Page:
Shivakumar Viswanathan, Thursday, July 30, 2015 12:31 pm

Shastra vasana


During a recent conversation with a fellow sadhaka the topic of what we had studied so far came up for discussion. A few minutes into this conversation the realization dawned that we seemed to be in a hurry to ‘finish’ a ‘syllabus’ or ‘curriculum’ and go somewhere! The sense of hurry to finish as many texts as possible was clearly evident. Fortunately for us we reminded each other of some things that we had learnt from our teachers to counter this hurried learning. Like many mundane addictions that we see in our daily lives, there is also an addiction to reading scriptural texts and listening to numerous lectures of various Guru-s. And this probably becomes more relevant in the context of the Advaita Academy’s repository of online vedanta materials! One can spend any number of hours here without realizing the passage of time. We have the advantage of reading articles or listening to lectures of a number of wonderful Swami-jis and even seeing some amazing teachers in action in the uploaded video lectures.

The scriptures call this syndrome, this addiction, as shastra vasana, the latent tendency of pride of learning. This is of three types:

  1. Addiction to study

  2. Addiction to study of many scriptures

  3. Addiction to the observance of injunctions laid down in scriptures

The story of Bharadvaja Rshi is used to highlight the first type. He had applied himself to the study of veda-s in three successive lives. He began to study the remainder in the fourth. Indra, the king of Gods, cured him of this addiction by showing him the impossibility of ‘completely’ studying the veda-s. He then initiated the sage into the mysteries of vedAnta and brahma vidya thereby enabling him to cross the ocean of samsara.

The story of the sage Durvasa is mentioned as an example for the second type, namely the addiction to studying many scriptures. It seems the sage once came to pay his respects to Lord Shiva carrying a load of books on his person. The divine sage Narada joked at the sight comparing the sage Durvasa to a donkey carrying a load on its back. In utter disgust the sage threw away all the books and was then initiated by Lord Shiva into brahma vidya, the knowledge of the Supreme Self.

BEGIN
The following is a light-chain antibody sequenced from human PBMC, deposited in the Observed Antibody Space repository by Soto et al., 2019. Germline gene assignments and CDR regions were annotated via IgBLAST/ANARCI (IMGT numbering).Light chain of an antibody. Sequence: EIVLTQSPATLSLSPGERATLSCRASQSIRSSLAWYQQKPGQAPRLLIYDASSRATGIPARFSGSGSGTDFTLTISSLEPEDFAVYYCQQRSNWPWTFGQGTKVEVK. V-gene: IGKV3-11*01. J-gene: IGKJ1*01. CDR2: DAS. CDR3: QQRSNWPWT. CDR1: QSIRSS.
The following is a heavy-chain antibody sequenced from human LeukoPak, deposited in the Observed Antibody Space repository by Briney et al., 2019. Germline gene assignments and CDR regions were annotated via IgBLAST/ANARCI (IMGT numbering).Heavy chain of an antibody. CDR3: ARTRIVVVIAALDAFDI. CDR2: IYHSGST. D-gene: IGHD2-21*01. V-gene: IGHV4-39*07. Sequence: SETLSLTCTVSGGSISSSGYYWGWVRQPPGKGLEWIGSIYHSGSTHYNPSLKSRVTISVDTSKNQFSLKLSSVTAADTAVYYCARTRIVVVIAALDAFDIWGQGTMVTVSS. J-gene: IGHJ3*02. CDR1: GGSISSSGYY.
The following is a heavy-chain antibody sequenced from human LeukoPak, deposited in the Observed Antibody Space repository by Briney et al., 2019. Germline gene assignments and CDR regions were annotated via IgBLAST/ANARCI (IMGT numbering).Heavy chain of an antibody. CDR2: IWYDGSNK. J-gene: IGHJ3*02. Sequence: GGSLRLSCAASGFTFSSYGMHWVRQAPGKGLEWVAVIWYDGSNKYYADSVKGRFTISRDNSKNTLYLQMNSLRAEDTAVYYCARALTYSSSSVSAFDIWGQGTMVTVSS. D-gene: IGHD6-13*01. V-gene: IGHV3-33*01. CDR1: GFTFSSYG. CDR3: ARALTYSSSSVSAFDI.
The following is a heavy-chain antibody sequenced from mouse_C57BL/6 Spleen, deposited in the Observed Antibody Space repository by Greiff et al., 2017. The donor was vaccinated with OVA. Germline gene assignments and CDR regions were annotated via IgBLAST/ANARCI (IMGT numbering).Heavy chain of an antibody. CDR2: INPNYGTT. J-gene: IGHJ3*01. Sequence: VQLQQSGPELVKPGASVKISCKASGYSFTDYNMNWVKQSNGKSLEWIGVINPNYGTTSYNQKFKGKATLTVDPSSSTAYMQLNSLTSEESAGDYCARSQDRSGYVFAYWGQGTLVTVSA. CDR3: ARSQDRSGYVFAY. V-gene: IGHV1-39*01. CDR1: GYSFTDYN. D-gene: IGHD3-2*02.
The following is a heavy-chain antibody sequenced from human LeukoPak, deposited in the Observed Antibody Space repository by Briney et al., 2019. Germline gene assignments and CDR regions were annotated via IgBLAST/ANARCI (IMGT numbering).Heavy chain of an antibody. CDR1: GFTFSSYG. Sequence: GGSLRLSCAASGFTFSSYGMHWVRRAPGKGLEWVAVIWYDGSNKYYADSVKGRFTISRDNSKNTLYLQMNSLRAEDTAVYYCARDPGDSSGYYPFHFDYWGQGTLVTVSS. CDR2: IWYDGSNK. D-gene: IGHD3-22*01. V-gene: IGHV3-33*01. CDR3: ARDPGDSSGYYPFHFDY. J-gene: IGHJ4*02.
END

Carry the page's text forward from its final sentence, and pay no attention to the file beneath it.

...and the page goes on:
The Sage Narada also is an oft quoted example. Even though he had mastered the 64 branches of learning he was still unsatisfied till he came under the grace of the teacher in Sanatkumara and realized the Self under his care.

The Katha Upanishad proclaims that ‘the Self is not attainable by mere study, not even by intelligence or even by great learning.’

The Muktikopanishad also says that, ‘Wise men must try and catch a glimpse of the light within. Even if one studies the four veda-s and all the dharma shastras many times over, one cannot know the essence of the brahman just like the ladle cannot know the flavor of the food it is used to serve with.’

The third variety of shastra vasana is that of an addiction to the various karma – religious activities. The scriptures themselves quote the story of Nidhaga, disciple of the Rshi Ribhu. The over enthusiastic desire for karma leads to future births and is considered to be an impure vasana. Nidhaga, though instructed by his Guru Ribhu many times over continued to focus only on religious injunctions. His Guru had to finally step in to cure him of his addiction. Likewise, Dasura’s story in Yoga Vasishtha shows that he was unable to select a single clean spot anywhere in the world for the performance of his religious duties because of his over zealousness in following religious injunctions.

I am reminded of a Zen story in which a young monk approached a wise old teacher and asked him to explain the Diamond Sutras. The old teacher asked the young renunciate to read out the sutras as he himself didn’t know how to read. The young monk was surprised and asked how the old man could explain the meaning if he couldn’t even read the text. The old teacher pointed to the full moon shining brightly in the sky and asked what it was. On being given the correct reply he said, ‘My finger pointed to the moon. But the finger itself is not the moon. In the same way the words in the text point to the truth. But they themselves are not the truth.’



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